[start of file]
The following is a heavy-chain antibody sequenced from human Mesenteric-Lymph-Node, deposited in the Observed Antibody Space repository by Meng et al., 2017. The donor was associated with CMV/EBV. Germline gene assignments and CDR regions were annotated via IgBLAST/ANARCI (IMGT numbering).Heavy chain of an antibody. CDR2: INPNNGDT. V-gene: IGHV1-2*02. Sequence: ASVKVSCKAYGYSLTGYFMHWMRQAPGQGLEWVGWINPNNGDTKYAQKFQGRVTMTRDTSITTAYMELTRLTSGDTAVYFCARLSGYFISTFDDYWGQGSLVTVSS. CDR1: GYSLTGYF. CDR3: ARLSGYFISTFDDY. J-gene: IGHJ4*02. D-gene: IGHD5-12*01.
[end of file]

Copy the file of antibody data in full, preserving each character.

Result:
The following is a heavy-chain antibody sequenced from human Mesenteric-Lymph-Node, deposited in the Observed Antibody Space repository by Meng et al., 2017. The donor was associated with CMV/EBV. Germline gene assignments and CDR regions were annotated via IgBLAST/ANARCI (IMGT numbering).Heavy chain of an antibody. CDR2: INPNNGDT. V-gene: IGHV1-2*02. Sequence: ASVKVSCKAYGYSLTGYFMHWMRQAPGQGLEWVGWINPNNGDTKYAQKFQGRVTMTRDTSITTAYMELTRLTSGDTAVYFCARLSGYFISTFDDYWGQGSLVTVSS. CDR1: GYSLTGYF. CDR3: ARLSGYFISTFDDY. J-gene: IGHJ4*02. D-gene: IGHD5-12*01.